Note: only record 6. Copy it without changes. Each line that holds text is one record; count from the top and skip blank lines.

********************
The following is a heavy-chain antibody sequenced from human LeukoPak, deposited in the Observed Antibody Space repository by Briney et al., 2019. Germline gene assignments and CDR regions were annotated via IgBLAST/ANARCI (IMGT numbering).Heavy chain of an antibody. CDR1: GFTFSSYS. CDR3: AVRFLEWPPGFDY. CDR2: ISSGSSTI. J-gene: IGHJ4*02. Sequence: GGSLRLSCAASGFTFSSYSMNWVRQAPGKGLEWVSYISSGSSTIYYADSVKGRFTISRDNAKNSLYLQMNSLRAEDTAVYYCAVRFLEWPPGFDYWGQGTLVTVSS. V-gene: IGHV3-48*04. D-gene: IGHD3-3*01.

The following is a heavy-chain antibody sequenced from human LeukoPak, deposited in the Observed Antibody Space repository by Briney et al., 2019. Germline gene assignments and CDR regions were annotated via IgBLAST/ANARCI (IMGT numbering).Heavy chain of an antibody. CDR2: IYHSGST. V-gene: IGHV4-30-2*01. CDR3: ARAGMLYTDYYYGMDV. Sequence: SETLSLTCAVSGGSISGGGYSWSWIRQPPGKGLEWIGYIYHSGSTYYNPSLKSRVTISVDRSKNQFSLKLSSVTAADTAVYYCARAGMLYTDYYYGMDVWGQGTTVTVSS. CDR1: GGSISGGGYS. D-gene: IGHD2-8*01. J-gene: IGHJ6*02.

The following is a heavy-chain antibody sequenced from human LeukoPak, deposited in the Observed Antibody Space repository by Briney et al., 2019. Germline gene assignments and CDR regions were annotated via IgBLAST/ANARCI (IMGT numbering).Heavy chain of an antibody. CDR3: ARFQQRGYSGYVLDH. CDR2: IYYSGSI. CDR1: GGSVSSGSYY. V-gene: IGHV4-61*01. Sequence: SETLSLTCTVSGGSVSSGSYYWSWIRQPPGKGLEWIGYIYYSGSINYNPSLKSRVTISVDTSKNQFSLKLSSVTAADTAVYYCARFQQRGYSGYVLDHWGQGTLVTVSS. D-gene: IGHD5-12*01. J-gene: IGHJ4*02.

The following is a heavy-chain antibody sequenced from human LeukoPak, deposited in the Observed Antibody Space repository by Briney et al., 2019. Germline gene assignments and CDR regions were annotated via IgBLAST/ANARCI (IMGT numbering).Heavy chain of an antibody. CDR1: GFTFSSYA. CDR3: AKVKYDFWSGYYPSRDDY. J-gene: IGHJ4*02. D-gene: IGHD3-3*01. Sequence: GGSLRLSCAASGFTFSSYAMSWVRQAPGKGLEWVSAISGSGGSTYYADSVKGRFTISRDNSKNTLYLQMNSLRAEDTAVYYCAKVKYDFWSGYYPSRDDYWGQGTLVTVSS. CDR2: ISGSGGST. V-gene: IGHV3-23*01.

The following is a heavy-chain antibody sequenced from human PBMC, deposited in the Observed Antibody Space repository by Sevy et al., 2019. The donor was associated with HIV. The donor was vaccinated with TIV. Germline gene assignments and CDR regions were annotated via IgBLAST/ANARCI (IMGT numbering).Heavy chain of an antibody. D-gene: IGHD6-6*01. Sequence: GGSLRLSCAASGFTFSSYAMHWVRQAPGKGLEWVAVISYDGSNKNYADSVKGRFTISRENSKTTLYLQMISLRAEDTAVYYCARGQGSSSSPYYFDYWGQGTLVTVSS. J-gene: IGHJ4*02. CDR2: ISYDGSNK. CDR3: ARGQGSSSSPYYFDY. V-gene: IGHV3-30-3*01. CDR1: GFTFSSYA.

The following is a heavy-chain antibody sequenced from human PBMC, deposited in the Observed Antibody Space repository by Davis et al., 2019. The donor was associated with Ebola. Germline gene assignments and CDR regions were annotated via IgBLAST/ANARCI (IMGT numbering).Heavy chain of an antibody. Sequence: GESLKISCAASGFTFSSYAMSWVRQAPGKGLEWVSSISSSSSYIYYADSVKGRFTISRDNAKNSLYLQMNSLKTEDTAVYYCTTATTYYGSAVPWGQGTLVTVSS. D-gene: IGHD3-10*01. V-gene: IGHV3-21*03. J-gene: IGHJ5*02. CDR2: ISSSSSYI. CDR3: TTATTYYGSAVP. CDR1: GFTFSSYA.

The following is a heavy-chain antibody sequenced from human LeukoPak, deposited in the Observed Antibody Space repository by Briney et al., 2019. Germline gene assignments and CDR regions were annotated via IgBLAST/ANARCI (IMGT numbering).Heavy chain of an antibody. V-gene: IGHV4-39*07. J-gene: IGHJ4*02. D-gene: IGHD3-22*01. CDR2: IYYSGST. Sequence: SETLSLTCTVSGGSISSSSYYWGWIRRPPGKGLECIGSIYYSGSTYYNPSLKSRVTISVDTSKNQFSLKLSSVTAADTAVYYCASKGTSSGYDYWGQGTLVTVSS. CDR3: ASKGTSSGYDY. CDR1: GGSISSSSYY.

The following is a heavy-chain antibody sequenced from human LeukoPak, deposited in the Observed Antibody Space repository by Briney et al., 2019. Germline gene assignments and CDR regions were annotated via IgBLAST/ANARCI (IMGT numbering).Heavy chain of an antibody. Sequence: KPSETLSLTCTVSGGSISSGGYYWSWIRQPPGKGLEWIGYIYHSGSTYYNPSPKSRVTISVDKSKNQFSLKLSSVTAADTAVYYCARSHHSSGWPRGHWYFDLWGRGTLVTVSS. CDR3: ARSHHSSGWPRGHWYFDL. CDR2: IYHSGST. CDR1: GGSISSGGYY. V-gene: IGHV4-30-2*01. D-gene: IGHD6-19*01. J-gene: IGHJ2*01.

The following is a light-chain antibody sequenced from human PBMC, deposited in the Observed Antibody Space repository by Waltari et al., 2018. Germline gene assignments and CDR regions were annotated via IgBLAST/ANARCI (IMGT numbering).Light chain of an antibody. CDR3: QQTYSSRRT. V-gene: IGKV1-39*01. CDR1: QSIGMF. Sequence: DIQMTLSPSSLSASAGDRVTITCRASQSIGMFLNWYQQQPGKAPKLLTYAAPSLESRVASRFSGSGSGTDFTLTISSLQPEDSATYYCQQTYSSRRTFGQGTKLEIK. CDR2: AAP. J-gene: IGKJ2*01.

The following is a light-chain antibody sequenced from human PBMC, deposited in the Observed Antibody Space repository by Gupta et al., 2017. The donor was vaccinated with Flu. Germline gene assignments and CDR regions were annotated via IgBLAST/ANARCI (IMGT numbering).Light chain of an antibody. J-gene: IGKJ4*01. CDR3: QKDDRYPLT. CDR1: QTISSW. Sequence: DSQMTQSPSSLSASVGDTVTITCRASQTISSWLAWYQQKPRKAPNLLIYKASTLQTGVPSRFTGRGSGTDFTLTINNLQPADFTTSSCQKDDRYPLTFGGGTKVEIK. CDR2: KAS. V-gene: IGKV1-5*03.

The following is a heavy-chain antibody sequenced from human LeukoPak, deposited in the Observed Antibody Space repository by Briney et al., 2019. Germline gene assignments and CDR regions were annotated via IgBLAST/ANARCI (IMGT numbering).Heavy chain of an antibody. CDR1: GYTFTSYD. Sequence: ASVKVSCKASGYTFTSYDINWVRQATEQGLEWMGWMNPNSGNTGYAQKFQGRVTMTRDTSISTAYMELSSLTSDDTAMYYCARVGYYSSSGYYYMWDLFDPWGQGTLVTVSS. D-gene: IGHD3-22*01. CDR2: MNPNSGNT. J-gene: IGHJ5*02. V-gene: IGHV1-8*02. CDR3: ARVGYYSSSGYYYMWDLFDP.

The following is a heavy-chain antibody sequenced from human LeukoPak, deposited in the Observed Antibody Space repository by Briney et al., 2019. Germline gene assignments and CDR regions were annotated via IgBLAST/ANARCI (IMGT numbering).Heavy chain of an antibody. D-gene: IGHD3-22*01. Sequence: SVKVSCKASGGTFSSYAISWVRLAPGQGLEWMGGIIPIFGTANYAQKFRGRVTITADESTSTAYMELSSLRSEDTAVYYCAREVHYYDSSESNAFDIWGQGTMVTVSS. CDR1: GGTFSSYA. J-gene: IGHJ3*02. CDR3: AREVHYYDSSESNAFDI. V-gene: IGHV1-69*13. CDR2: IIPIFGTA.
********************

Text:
The following is a heavy-chain antibody sequenced from human PBMC, deposited in the Observed Antibody Space repository by Davis et al., 2019. The donor was associated with Ebola. Germline gene assignments and CDR regions were annotated via IgBLAST/ANARCI (IMGT numbering).Heavy chain of an antibody. Sequence: GESLKISCAASGFTFSSYAMSWVRQAPGKGLEWVSSISSSSSYIYYADSVKGRFTISRDNAKNSLYLQMNSLKTEDTAVYYCTTATTYYGSAVPWGQGTLVTVSS. D-gene: IGHD3-10*01. V-gene: IGHV3-21*03. J-gene: IGHJ5*02. CDR2: ISSSSSYI. CDR3: TTATTYYGSAVP. CDR1: GFTFSSYA.